This fall, 19-year-old Matthew Poitras broke onto the scene and turned heads at Boston Bruins camp, enough so to earn himself a spot on the Bruins opening night roster.
Now, the teenager will have a chance to showcase his talent on one of international hockey's biggest stages.
Bruins News: Matthew Poitras Gets World Juniors Nod
In a somewhat surprising move, the Boston Bruins announced on Monday that they would be assigning the forward to represent his native Canada at the 2024 IIHF World Junior Championships. The World Juniors are a celebrated part of the hockey calendar, as the best under-20 national teams in the world all compete in an annual tournament organized by the International Ice Hockey Federation (IIHF).
Poitras' participation on Team Canada isn't questionable because he isn't deserving of a spot. Poitras has suited up for 27 of the Bruins' 29 games this season, collecting five goals and eight assists, and will garner leadership responsibilities as a more seasoned player on Canada's roster. Rather, it's slightly unorthodox for an NHL club to allow a player that has established themselves in their lineup to step away from the NHL schedule and compete at the World Juniors.
Speaking to the media following the announcement, Boston general manager Don Sweeney conceded that the decision was "unique", but emphasized that there was no downside to the decision.
"It’s unique in the fact he’s playing in the NHL, so that’s the first thing that probably goes through anybody’s mind as ‘What’s the trade off?’- Bruins General Manager Don Sweeney
But there’s really no downside for him to go and represent and be a leader on that team, and hopefully accomplish the ultimate goal as all young players playing hockey have a chance to try and accomplish."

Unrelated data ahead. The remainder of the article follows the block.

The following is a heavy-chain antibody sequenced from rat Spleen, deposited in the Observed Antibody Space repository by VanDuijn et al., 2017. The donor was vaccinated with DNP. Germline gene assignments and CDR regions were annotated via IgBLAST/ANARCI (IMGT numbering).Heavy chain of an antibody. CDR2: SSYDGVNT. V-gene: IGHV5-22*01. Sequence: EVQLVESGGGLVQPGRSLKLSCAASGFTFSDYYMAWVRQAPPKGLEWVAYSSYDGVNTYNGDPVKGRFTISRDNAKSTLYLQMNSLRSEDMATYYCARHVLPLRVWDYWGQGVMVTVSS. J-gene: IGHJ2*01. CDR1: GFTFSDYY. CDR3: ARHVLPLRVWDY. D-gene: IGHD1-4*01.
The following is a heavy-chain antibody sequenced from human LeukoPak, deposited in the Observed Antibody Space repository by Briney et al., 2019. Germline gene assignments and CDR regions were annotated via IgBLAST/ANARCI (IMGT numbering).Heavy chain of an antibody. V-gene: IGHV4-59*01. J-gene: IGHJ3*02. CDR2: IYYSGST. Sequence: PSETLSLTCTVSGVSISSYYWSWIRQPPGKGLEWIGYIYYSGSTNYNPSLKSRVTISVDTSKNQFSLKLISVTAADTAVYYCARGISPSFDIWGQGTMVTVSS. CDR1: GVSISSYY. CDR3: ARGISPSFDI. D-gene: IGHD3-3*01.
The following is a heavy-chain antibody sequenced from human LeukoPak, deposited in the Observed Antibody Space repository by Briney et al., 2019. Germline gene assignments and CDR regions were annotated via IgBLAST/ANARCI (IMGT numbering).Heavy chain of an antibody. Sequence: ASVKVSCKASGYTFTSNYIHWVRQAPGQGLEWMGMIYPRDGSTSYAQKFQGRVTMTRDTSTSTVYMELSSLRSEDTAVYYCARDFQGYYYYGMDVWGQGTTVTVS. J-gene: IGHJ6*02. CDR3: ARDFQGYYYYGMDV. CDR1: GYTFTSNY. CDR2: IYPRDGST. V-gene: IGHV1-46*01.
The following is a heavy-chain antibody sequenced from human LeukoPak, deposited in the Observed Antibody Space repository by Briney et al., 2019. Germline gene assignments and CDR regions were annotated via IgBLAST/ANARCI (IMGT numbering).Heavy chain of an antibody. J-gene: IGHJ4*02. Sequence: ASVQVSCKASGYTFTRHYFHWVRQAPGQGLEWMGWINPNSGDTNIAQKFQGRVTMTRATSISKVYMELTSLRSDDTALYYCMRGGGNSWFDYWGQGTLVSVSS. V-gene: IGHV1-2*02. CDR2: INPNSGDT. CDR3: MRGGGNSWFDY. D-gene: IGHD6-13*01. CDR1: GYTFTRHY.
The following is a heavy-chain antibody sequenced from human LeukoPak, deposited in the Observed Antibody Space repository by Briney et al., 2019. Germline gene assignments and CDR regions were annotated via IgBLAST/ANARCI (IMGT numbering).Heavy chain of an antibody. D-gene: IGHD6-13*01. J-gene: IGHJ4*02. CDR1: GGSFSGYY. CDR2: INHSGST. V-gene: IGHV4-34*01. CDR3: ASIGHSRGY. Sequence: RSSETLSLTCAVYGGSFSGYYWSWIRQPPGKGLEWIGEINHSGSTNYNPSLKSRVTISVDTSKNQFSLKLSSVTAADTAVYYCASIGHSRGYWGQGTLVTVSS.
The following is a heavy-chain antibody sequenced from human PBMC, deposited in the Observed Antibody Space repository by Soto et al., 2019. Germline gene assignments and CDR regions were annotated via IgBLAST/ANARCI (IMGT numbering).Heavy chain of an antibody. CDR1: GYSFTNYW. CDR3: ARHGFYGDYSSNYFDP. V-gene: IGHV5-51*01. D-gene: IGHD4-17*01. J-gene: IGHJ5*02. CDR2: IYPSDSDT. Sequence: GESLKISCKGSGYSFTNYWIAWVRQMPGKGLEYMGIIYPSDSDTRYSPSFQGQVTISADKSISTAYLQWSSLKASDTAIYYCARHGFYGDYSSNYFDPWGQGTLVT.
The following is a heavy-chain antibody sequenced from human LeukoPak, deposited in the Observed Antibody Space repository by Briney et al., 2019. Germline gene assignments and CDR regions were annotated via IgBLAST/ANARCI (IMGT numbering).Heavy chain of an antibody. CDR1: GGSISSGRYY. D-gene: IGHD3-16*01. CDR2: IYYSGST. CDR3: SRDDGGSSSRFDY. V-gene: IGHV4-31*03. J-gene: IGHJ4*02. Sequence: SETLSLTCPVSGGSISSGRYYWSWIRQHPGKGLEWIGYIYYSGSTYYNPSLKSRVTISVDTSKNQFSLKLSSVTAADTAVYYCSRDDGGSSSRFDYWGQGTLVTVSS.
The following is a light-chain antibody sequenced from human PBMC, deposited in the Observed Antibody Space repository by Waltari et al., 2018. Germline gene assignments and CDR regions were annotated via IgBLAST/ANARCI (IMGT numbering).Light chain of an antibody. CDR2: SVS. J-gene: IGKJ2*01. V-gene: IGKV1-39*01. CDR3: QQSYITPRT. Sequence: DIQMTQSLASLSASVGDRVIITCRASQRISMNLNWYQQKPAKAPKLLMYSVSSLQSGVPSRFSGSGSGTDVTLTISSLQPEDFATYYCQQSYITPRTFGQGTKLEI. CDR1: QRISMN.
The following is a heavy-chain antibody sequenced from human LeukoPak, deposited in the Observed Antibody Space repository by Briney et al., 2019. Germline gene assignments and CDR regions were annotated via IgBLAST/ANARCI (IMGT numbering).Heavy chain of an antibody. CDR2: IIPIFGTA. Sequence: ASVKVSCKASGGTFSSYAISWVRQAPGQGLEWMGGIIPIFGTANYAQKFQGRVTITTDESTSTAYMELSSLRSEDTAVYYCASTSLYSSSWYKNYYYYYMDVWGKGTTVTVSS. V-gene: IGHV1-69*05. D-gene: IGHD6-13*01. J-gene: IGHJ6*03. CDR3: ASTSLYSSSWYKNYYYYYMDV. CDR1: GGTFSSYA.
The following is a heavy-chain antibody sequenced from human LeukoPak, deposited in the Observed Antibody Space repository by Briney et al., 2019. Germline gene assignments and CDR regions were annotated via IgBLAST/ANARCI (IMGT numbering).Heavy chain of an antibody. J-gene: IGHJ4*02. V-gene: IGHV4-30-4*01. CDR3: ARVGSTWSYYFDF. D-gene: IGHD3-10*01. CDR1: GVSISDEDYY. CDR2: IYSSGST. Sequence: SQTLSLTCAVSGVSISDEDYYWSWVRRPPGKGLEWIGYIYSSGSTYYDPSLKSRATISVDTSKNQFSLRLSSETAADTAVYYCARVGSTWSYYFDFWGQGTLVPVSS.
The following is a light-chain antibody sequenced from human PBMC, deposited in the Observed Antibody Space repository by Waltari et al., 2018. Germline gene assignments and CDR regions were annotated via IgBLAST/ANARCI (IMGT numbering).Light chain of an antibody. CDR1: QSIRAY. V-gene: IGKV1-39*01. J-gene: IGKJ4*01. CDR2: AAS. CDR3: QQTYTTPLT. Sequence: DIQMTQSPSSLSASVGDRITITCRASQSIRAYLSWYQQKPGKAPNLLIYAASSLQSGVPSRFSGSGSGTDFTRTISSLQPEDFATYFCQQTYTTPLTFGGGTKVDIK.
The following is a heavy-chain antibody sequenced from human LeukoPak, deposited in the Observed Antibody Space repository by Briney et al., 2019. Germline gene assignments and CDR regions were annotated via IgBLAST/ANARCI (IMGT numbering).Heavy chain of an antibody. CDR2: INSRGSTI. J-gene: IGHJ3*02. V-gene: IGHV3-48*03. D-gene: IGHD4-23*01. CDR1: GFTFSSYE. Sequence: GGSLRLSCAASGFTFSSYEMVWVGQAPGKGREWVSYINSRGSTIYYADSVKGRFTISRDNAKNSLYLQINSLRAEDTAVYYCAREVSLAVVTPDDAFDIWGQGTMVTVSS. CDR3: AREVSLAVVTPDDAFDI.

Over the last few weeks, it has become apparent that Poitras still needs some fine-tuning at the NHL level. He was scratched for Boston's Dec. 7 game in what head coach Jim Montgomery alluded to as a rest day, and was then benched for the third period of the Bruins' next game on Dec. 9. If the grind of an 82-game NHL season has taken some of the wind out of his sails, that could help rationalize the team's decision.
That idea was reinforced by Sweeney using the word "reset" when speaking to the benefits of allowing Poitras to leave the Bruins and join Team Canada. Sweeney has previously said that the team is cognizant of managing Poitras' workload in his first NHL season.
"I think what gets him a chance mentally and physically to have a little bit of a reset, go and play against your peer group."- Bruins General Manager Don Sweeney
Essentially, the Bruins are banking on the decision as an investment in Poitras' future. Boston's front office is trusting that the long-term benefits of allowing Poitras to play for Team Canada at this year's World Juniors will outweigh the drawbacks of his absence on the team's performance in the interim. There is also undoubtedly optimism that the experience could rejuvenate him and provide the youngster with a second-half jolt.
Poitras will have a chance to grow his confidence level playing amongst his age group, and as Sweeney pointed out, he has the opportunity to hone his leadership abilities as an "older" player on Team Canada as one of the few with NHL experience under his belt.
With the Bruins advantageously positioned in the standings, the front office can take more liberties with Poitras' availability nearing the mid-point of the season. If this decision was being made in the midst of a playoff push, then Sweeney and company should definitely be under more fire.
The 2024 IIHF World Junior Championship will be played from Dec. 26 to Jan. 5. Poitras and Team Canada will be attempting a three-peat at the tournament in Gothenburg, Sweden, having taken home the gold medal in 2022 and 2023. Canada will open up against Finland on Dec. 26.
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